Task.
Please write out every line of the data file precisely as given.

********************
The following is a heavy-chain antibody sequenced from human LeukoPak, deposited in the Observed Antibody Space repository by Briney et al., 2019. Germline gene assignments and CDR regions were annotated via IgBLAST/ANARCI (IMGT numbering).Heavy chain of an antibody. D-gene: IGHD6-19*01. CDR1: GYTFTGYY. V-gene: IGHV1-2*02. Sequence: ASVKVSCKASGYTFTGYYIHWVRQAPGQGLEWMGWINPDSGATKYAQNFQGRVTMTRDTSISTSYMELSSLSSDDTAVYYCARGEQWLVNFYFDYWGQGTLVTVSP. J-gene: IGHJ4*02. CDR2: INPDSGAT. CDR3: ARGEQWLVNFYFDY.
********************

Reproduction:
The following is a heavy-chain antibody sequenced from human LeukoPak, deposited in the Observed Antibody Space repository by Briney et al., 2019. Germline gene assignments and CDR regions were annotated via IgBLAST/ANARCI (IMGT numbering).Heavy chain of an antibody. D-gene: IGHD6-19*01. CDR1: GYTFTGYY. V-gene: IGHV1-2*02. Sequence: ASVKVSCKASGYTFTGYYIHWVRQAPGQGLEWMGWINPDSGATKYAQNFQGRVTMTRDTSISTSYMELSSLSSDDTAVYYCARGEQWLVNFYFDYWGQGTLVTVSP. J-gene: IGHJ4*02. CDR2: INPDSGAT. CDR3: ARGEQWLVNFYFDY.